Camping trips are a great way to vacation. They’re inexpensive, and you get to experience amazing natural settings with scenery, trails, and lots of wildlife. You needn’t sacrifice your nutrition or quality of food just because you’re camping, though. Sure, box macaroni and cheese makes a quick meal, but you should feel confident to cook delicious, nutritious meals for you and your family while camping. I grew up camping, and I looked forward to certain food traditions we had just as much as those from home. Here are some guidelines and tips for tasty meals around camp. If you have a favorite camping meal or some more advice, please post in the comments!
Pack a mini kitchen in a milk crate or plastic tub. Keep food in a separate tub. Besides the usual camp stove and cookware (one pot and one pan can be sufficient), here are some ideas for things to pack:
- Aluminum foil
- Wooden spoon
- Sturdy plastic bowls
- Eating utensils
- Small container of dish soap
- Thermal mugs
- Dish towels (can double as pot holders)
- Clothesline and clothespins
- Food prep knife
- Small salt shaker
- Small pepper grinder (you can get a jar of peppercorns with a grinder right on top in the spice aisle)
- 2 frequently used spices of your choice (we chose ancho chile and curry powder)
- Cooking oil
- Pureed garlic in a tube (at your specialty grocery)
- Garbage, sandwich, and freezer bags, rubber-banded together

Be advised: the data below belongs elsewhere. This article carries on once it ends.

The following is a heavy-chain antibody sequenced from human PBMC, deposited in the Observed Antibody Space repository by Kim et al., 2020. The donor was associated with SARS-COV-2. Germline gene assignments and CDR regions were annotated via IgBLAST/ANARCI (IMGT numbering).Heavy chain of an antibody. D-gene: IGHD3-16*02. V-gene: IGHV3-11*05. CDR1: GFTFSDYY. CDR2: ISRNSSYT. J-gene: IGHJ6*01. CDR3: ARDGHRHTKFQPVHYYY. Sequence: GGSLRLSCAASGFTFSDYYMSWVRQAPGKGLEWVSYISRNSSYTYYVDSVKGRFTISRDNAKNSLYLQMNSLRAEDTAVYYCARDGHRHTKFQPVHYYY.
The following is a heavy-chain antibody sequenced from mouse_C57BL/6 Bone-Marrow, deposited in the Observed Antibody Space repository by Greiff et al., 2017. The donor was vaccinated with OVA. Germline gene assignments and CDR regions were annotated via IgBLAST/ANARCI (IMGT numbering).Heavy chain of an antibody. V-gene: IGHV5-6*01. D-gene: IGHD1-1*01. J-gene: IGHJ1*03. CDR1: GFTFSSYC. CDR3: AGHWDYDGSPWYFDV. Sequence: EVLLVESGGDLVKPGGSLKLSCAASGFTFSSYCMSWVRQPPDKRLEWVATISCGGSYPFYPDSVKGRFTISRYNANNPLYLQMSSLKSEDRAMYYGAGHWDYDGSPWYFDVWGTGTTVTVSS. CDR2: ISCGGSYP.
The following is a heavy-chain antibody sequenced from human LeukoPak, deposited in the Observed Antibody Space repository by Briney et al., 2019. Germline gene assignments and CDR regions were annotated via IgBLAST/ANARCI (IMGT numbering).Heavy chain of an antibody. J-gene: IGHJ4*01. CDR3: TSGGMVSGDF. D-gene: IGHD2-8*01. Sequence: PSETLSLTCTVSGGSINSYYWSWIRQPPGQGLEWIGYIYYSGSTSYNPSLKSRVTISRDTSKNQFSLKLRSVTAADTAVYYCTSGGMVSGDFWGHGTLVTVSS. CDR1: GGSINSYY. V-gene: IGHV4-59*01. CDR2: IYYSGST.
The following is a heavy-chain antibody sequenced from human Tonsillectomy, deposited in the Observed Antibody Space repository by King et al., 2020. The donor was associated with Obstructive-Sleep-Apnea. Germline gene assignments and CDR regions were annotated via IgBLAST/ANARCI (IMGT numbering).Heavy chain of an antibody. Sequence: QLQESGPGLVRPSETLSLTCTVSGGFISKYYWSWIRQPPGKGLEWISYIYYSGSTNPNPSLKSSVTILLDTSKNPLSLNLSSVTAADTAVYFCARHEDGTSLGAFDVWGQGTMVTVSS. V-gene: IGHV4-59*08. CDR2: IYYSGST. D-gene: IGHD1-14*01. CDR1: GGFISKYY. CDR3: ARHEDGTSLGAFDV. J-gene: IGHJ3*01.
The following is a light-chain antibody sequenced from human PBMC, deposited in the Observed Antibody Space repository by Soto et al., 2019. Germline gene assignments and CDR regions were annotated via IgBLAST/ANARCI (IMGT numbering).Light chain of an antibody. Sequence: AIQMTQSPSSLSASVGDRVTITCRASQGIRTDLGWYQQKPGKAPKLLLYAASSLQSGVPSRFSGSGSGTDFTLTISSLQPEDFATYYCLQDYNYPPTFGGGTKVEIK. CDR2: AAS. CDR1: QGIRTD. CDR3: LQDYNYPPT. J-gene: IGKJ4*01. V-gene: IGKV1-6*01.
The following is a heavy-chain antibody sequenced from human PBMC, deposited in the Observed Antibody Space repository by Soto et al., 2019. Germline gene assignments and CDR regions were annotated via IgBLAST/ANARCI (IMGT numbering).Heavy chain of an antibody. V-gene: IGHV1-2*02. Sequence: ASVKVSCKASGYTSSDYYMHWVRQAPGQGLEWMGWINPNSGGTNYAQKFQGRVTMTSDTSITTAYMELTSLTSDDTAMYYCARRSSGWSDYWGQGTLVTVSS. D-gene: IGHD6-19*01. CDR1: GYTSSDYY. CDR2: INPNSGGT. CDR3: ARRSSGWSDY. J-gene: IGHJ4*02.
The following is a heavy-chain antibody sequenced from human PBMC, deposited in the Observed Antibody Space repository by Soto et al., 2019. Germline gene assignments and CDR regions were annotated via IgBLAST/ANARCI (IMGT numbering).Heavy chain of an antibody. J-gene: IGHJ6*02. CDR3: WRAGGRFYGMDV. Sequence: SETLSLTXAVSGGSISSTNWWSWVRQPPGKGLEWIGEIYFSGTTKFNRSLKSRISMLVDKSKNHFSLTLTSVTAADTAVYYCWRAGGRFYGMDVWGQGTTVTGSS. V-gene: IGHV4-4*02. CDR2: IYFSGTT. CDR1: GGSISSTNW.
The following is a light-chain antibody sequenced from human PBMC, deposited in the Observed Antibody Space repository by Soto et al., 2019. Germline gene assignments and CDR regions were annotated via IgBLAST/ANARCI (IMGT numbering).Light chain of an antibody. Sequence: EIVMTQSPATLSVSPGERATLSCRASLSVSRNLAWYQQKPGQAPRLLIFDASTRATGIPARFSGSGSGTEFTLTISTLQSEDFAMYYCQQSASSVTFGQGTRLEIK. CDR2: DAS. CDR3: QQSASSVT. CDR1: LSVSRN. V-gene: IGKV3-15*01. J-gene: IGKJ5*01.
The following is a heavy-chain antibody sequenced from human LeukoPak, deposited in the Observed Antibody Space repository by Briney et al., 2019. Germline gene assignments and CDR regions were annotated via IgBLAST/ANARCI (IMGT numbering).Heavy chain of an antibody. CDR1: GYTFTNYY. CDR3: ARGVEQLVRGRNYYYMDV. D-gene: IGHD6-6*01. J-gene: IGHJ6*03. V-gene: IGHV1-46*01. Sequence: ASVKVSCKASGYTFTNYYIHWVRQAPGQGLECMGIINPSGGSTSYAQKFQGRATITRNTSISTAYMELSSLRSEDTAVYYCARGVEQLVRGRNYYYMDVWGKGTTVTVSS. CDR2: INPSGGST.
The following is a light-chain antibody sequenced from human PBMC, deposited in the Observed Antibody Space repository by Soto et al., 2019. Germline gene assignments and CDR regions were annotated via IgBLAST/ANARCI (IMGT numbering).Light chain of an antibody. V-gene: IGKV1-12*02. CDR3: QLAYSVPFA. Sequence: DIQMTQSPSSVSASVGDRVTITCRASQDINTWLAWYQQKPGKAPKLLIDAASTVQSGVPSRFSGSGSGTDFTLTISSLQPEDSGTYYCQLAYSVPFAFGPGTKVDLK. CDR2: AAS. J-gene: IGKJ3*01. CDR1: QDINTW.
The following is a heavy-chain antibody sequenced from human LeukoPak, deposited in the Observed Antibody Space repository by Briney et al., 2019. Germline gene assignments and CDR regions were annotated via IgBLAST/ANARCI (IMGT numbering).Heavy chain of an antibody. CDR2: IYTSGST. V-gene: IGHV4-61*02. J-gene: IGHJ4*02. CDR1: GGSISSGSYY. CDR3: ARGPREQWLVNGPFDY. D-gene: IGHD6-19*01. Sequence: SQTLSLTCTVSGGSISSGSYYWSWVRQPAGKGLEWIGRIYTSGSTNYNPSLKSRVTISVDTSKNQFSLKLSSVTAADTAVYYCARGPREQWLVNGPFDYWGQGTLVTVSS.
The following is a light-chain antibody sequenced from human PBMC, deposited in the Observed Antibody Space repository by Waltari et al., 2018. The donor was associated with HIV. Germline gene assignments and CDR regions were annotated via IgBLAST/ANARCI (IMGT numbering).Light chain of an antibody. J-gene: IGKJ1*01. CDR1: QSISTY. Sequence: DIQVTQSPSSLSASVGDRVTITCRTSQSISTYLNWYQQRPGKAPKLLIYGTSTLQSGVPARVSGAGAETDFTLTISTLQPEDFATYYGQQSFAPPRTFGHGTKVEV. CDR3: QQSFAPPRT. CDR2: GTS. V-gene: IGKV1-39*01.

- Paper grocery bags
- Plastic cutting board
- Colander (doubles as salad bowl)
Store your “kitchen” as well as all of your food inside the car when you’re not using it, especially if you’re camping in bear country. Chipmunks can chew through pretty much anything, and they can smell a lot better than we can.
Hot Water Means Breakfast
For a simple breakfast, just boil a pot of water. You can then make oatmeal, grits, coffee, tea, hot chocolate, hard-boiled eggs, Ramen noodles, etc. Cut up some fresh fruit as a simple side or cereal topper.
If you’re like me, it’s hard to function in the morning without a nice cup of coffee. Camp mornings can be tough, and a gnarly cup of dried-out canned coffee is the last thing you need. You don’t need one of those specialized camping coffee percolators, just bring your French press from home. Pre-grind some of your favorite beans, and remember you’re on vacation, so treat yourself to the nice stuff!
Keep your coffee inside a zip-top bag inside a plastic food container to keep as much air away from the grinds as possible, and it will stay fresh your whole trip. If you like your coffee sweet, there’s no need to pack an extra container of sugar, just plop a marshmallow in your thermal mug (or nab sugar packets from the rest stop on your way).
Durable, Compact, and Easy to Cook
These should be your guidelines when considering what food to bring on your trip. Potatoes, corn on the cob, pasta with jarred or dehydrated sauce, and sturdy green veggies like green beans, brussels sprouts, and asparagus can ensure success in the camping kitchen. Avoid recipes with long cooking times, too many ingredients, or high splatter potential and stick to the basics: good quality ingredients prepared simply with oil, salt, and pepper. I like to bring along vacuum-packed faux meats, as they are easy to prepare, compact, and the package is watertight. There’s also little risk of spoilage if the cooler gets too warm. Bring pasta in bags, not boxes. That way the package will get smaller as you use it, whereas a box takes up the same amount of space even when almost empty.